"Who likes squash?" asked Emily Neustrom, a project coordinator with the LSU AgCenter. She was holding up a packet of seeds and speaking to students at Baton Rouge’s McKinley High School.
Only one youngster raised his hand.
Despite the group’s distaste for squash, they were eager to plant squash seeds, along with cucumber and zinnia seeds and pepper transplants.
The students make up the McKinley Farmers of Tomorrow, and they were planting an acre of crops at the LSU AgCenter’s Burden Center in Baton Rouge. Later in the summer, the vegetables and flowers will end up at the group’s neighborhood farmer’s market.
"The market serves a need in the community," Neustrom said. "There is no grocery store here, and the community loves seeing the kids out on the street selling the vegetables."
The students live in the Old South Baton Rouge neighborhood – a struggling community in inner-city Baton Rouge where many residents live at or below the poverty level. Minister Fahmee Sabree, director of the Islamic Complex in Baton Rouge, organized the group three years ago as a safe summer activity for the students. They earn a stipend and learn about leadership, running a business, nutrition and selling a product.
"They are not just planting peppers," he said, looking at the students working in the field. "They are learning teamwork. It is hard to walk those long rows by yourself. But when you work together, it is easier."
For most of these Baton Rouge youth, it was their first time planting anything.
"I want to learn how to plant things and to have fun," said Kenneth Heard.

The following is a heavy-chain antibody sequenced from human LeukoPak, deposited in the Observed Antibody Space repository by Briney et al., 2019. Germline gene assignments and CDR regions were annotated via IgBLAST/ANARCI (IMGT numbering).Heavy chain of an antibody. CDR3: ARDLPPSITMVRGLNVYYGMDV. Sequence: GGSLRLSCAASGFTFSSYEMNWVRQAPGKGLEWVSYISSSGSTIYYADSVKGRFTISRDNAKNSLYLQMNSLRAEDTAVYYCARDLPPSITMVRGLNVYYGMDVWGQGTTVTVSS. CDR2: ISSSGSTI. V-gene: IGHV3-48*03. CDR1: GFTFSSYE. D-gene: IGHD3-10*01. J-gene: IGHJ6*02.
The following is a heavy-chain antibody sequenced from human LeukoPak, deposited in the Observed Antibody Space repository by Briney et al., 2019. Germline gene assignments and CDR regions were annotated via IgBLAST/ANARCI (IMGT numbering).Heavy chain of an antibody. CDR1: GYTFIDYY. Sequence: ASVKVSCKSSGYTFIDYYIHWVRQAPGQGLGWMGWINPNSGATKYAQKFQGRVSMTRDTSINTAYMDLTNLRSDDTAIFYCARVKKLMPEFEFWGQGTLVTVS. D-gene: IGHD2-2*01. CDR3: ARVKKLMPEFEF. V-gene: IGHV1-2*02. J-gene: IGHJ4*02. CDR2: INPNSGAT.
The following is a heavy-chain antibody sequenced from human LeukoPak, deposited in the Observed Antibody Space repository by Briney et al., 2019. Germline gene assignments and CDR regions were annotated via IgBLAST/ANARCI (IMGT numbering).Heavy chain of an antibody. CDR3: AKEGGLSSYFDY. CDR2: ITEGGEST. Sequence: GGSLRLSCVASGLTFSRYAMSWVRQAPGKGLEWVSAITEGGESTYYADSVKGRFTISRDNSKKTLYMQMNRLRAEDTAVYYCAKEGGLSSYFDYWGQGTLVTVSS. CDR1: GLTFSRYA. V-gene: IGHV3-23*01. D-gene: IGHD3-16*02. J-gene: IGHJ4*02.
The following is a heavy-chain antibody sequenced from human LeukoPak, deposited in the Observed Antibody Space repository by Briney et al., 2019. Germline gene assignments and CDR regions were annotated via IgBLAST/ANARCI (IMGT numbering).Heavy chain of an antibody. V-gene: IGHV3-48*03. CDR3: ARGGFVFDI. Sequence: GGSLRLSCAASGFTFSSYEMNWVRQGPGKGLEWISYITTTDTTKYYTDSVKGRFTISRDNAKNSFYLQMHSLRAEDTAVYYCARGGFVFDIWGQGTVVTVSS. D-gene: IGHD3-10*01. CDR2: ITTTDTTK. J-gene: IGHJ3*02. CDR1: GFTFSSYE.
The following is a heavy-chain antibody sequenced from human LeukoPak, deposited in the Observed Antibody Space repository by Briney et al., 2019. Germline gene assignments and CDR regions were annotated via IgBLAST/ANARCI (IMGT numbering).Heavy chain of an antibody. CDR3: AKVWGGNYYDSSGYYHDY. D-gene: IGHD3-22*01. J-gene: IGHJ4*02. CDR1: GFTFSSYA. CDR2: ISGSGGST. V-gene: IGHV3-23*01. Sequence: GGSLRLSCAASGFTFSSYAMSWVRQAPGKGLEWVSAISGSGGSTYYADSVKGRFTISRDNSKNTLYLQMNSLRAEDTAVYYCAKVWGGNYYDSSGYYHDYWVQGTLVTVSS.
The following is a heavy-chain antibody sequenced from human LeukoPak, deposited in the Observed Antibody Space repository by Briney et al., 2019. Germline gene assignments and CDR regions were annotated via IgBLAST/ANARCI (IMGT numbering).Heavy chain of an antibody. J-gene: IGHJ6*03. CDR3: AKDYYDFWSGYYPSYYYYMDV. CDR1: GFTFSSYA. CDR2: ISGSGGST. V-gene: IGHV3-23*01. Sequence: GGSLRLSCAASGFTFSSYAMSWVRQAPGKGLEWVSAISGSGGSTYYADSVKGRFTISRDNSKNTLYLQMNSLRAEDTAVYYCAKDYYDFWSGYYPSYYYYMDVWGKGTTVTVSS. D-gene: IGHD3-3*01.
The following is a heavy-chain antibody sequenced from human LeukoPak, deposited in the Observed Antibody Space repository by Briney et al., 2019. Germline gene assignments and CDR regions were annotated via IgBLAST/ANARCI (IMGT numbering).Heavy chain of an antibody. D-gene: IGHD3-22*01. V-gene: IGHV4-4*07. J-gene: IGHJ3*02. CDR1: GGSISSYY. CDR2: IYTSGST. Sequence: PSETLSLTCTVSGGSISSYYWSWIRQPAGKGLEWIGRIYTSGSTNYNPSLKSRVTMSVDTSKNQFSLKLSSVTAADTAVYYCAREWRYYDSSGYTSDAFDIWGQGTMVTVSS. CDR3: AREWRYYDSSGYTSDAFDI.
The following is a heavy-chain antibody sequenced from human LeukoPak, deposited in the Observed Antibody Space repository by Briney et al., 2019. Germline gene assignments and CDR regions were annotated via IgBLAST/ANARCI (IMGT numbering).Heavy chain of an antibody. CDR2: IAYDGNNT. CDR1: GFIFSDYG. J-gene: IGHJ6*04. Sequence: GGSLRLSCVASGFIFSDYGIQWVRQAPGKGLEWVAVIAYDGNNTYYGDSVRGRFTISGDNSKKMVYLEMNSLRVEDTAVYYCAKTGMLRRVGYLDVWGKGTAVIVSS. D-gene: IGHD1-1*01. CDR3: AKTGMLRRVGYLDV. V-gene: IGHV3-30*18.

Some students are thinking beyond this summer. "You get to learn and have fun, and this will look nice for college," said Heather Smith.
Regineka Johnson and Keanna Jarmon participated in the program last year and have returned as student leaders.
"I came back because I wanted to teach others about planting," Johnson said.
"I like it because I get to meet new people, talk to people and negotiate and learn how to work a business," Jarmon added.
As part of the experience, the students also attend classes in nutrition, cooking and landscape architecture.
The hot peppers they grow become the main ingredient in a hot sauce they will bottle and sell at the market – Old South Baton Rouge Hot Stuff.
"We really wanted to give them the full experience of planting, harvesting, selling and making a product," Neustrom said.
LSU AgCenter horticulture professor Dr. Carl Motsenbocker teaches classes at LSU that contain a service-learning component.
Motsenbocker and his classes work with the McKinley group. Motsenbocker hopes to expand the program to a year-round job for the students involved.
"I want to develop a community garden in the neighborhood that the kids can work with after school," Motsenbocker said.
He described the community as a food desert and would like to see the market be more than just a seasonal market. The morning the students planted the vegetables was a warm one.
"If they can come together under this hot sun and work hard and laugh together, they can be successful," Sabree said. Tobie Blanchard
(This article was published in the summer 2008 issue of Louisiana Agriculture.)